He mixes electronic elements with acoustics, layering drum loops, horns and strings, covering his dream pop missives with his buttery voice. A Yale graduate who uses words like “bifurcation” casually in conversation, Hirway is well-spoken and honest, hand selecting his words with care.
Growing up in a household where music was a constant presence, Hirway began banging away at the piano at age 8 until he moved behind the drums in high school.
“That was when it changed from being something I did to being something I really loved,” he says.
Though guitar soon infiltrated his repertoire, and he’s slowly picking up the cello, Hirway regards himself as a drummer first and foremost. In college, Hirway made a tape of two guitars and a sample drum loop with “little drifting samples of talk radio murmuring in the background,” which he classified as “songs for sleep” and named The One AM Radio. He gave this tape to his sister and his friends.
Hirway continued to make music and give it to people under the moniker the One AM Radio. Partly because the artists he loved, conceptual solo artists like Björk and Beck, did not play under their given names, and also because it seemed like it would have been a wasted opportunity to not have a name for himself.
“One more chance to add a level of text to it,” he explains, “whereas my name doesn’t really tell you anything.”
While still in college, Hirway landed a dream show alongside Ted Leo, of whom he was a huge fan. Afterwards, Leo asked if he could buy a CD. When Hirway admitted he didn’t have one, Leo invited him to record with him in Boston over spring break.
“I asked Ted if he had any songs that didn’t make his solo debut, and if he’d be interested in releasing a split with the two songs I recorded,” he relays. “And he said yes, which was crazy!”
The One AM Radio’s first recording became a split 7-inch with Ted Leo.
In 2000, Hirway came west for his first show in Los Angeles at the Smell. Eventually, Hirway made his way back permanently, drawn by the film industry, the warm weather and the people.
Now three full-length albums deep, Hirway recently came off a tour supporting his February 2007 release, This Too Will Pass. This third album, perfect for wintry months and emotionally rocky times, is the result of a long year that saw Hirway reconnecting with his roots.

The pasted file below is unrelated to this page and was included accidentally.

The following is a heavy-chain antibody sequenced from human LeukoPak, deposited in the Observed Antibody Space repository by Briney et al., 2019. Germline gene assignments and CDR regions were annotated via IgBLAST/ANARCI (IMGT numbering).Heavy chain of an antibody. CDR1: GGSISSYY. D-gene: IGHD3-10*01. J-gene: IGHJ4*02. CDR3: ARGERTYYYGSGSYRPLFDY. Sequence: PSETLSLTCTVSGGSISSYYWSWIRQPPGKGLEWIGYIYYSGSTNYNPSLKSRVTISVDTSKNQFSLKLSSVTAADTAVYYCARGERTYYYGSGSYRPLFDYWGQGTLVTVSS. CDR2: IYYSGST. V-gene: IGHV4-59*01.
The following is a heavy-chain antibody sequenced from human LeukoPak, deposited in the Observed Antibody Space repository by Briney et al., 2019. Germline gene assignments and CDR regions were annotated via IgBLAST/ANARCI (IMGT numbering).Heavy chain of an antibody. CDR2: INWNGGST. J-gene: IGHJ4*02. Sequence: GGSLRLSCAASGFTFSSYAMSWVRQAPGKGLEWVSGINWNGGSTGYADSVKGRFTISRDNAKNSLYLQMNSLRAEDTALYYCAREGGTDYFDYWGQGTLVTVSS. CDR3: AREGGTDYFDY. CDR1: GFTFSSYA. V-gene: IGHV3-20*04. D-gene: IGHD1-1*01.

The desire to step away from things he was involved in while living in L.A., to work on the record in a vacuum, led him to Mumbai, India for two months and then to many cold months locked in the room of his childhood home in the Boston suburbs.
“The pieces I came up with [in Mumbai] ended up being the foundations of the record,” he shares.
The songwriting process for Hirway is like a collection process: “I just try and keep track of things and save them. Eventually, they build up and I begin to piece them together cohesively.”
Hirway, who also takes photographs, recently showed some of his pieces in a gallery in Arizona.
“The stories in the songs end up being snapshots taken from one part of my life and then re-contextualized in another thing. So they’re usually specific images, ideas that come from my real life but then by the time they end up in a song, it becomes an allegorical, ‘once removed’ kind of thing.
“‘Lest I Forget’ (off This Too Will Pass) is like a note to myself. ‘This is a Document’ (off A Name Writ in Water) is the same way. I realize that regardless of whatever it is, whether it’s good or it’s bad, I’m documenting my life, which is an important thing – to me, if to nobody else.”
The One AM Radio will perform June 10 & 17 at Tangier Restaurant in Los Feliz. For more information, visit www.theoneamradio.com